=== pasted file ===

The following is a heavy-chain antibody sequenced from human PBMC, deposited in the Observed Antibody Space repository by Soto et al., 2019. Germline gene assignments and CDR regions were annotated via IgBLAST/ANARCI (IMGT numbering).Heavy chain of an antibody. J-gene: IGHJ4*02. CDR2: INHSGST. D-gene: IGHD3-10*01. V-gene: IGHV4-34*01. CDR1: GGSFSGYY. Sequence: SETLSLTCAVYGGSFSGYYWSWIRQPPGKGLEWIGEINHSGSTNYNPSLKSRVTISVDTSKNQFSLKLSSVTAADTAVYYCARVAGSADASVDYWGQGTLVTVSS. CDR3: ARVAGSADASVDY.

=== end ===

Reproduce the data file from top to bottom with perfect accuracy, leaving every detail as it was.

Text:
The following is a heavy-chain antibody sequenced from human PBMC, deposited in the Observed Antibody Space repository by Soto et al., 2019. Germline gene assignments and CDR regions were annotated via IgBLAST/ANARCI (IMGT numbering).Heavy chain of an antibody. J-gene: IGHJ4*02. CDR2: INHSGST. D-gene: IGHD3-10*01. V-gene: IGHV4-34*01. CDR1: GGSFSGYY. Sequence: SETLSLTCAVYGGSFSGYYWSWIRQPPGKGLEWIGEINHSGSTNYNPSLKSRVTISVDTSKNQFSLKLSSVTAADTAVYYCARVAGSADASVDYWGQGTLVTVSS. CDR3: ARVAGSADASVDY.